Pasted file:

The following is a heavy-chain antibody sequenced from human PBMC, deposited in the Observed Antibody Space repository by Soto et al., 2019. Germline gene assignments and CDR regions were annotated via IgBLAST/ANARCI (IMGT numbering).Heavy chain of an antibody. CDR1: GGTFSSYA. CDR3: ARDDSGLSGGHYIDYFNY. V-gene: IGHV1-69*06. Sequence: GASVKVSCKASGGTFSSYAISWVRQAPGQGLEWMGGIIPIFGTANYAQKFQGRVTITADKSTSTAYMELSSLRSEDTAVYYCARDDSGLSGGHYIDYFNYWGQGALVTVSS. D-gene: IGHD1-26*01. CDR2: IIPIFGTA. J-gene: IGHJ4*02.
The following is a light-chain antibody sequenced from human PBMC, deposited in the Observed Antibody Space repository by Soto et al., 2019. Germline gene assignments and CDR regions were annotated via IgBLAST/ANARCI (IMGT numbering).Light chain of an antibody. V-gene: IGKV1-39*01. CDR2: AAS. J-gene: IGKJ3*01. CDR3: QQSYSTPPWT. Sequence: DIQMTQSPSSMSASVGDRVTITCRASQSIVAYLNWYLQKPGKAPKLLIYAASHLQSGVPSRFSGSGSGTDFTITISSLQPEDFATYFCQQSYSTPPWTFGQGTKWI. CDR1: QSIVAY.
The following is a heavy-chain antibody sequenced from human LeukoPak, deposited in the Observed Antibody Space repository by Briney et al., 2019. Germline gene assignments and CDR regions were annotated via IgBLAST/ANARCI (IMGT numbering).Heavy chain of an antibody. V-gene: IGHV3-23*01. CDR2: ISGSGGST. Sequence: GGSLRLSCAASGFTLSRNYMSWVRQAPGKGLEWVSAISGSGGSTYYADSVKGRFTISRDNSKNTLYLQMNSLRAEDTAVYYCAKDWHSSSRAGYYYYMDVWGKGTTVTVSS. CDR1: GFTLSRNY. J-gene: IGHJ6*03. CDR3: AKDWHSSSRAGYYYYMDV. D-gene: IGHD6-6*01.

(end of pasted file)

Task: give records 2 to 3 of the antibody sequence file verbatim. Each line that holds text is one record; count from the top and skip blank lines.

The following is a light-chain antibody sequenced from human PBMC, deposited in the Observed Antibody Space repository by Soto et al., 2019. Germline gene assignments and CDR regions were annotated via IgBLAST/ANARCI (IMGT numbering).Light chain of an antibody. V-gene: IGKV1-39*01. CDR2: AAS. J-gene: IGKJ3*01. CDR3: QQSYSTPPWT. Sequence: DIQMTQSPSSMSASVGDRVTITCRASQSIVAYLNWYLQKPGKAPKLLIYAASHLQSGVPSRFSGSGSGTDFTITISSLQPEDFATYFCQQSYSTPPWTFGQGTKWI. CDR1: QSIVAY.
The following is a heavy-chain antibody sequenced from human LeukoPak, deposited in the Observed Antibody Space repository by Briney et al., 2019. Germline gene assignments and CDR regions were annotated via IgBLAST/ANARCI (IMGT numbering).Heavy chain of an antibody. V-gene: IGHV3-23*01. CDR2: ISGSGGST. Sequence: GGSLRLSCAASGFTLSRNYMSWVRQAPGKGLEWVSAISGSGGSTYYADSVKGRFTISRDNSKNTLYLQMNSLRAEDTAVYYCAKDWHSSSRAGYYYYMDVWGKGTTVTVSS. CDR1: GFTLSRNY. J-gene: IGHJ6*03. CDR3: AKDWHSSSRAGYYYYMDV. D-gene: IGHD6-6*01.